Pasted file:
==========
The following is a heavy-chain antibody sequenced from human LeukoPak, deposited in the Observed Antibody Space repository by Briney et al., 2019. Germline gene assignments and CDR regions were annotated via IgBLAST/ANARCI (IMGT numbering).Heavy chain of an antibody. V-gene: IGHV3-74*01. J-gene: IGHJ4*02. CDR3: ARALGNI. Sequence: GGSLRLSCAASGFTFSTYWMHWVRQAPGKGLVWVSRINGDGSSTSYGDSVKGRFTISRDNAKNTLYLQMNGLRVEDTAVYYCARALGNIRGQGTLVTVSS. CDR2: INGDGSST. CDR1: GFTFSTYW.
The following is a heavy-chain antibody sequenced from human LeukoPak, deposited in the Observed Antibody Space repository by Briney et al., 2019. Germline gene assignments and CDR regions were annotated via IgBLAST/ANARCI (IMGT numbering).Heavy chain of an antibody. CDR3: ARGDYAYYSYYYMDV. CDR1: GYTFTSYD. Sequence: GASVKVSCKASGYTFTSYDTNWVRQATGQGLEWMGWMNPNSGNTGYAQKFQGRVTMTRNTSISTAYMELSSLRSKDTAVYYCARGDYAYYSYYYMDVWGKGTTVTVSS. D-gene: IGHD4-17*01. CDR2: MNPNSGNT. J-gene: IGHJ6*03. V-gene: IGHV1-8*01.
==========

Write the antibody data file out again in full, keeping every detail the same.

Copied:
The following is a heavy-chain antibody sequenced from human LeukoPak, deposited in the Observed Antibody Space repository by Briney et al., 2019. Germline gene assignments and CDR regions were annotated via IgBLAST/ANARCI (IMGT numbering).Heavy chain of an antibody. V-gene: IGHV3-74*01. J-gene: IGHJ4*02. CDR3: ARALGNI. Sequence: GGSLRLSCAASGFTFSTYWMHWVRQAPGKGLVWVSRINGDGSSTSYGDSVKGRFTISRDNAKNTLYLQMNGLRVEDTAVYYCARALGNIRGQGTLVTVSS. CDR2: INGDGSST. CDR1: GFTFSTYW.
The following is a heavy-chain antibody sequenced from human LeukoPak, deposited in the Observed Antibody Space repository by Briney et al., 2019. Germline gene assignments and CDR regions were annotated via IgBLAST/ANARCI (IMGT numbering).Heavy chain of an antibody. CDR3: ARGDYAYYSYYYMDV. CDR1: GYTFTSYD. Sequence: GASVKVSCKASGYTFTSYDTNWVRQATGQGLEWMGWMNPNSGNTGYAQKFQGRVTMTRNTSISTAYMELSSLRSKDTAVYYCARGDYAYYSYYYMDVWGKGTTVTVSS. D-gene: IGHD4-17*01. CDR2: MNPNSGNT. J-gene: IGHJ6*03. V-gene: IGHV1-8*01.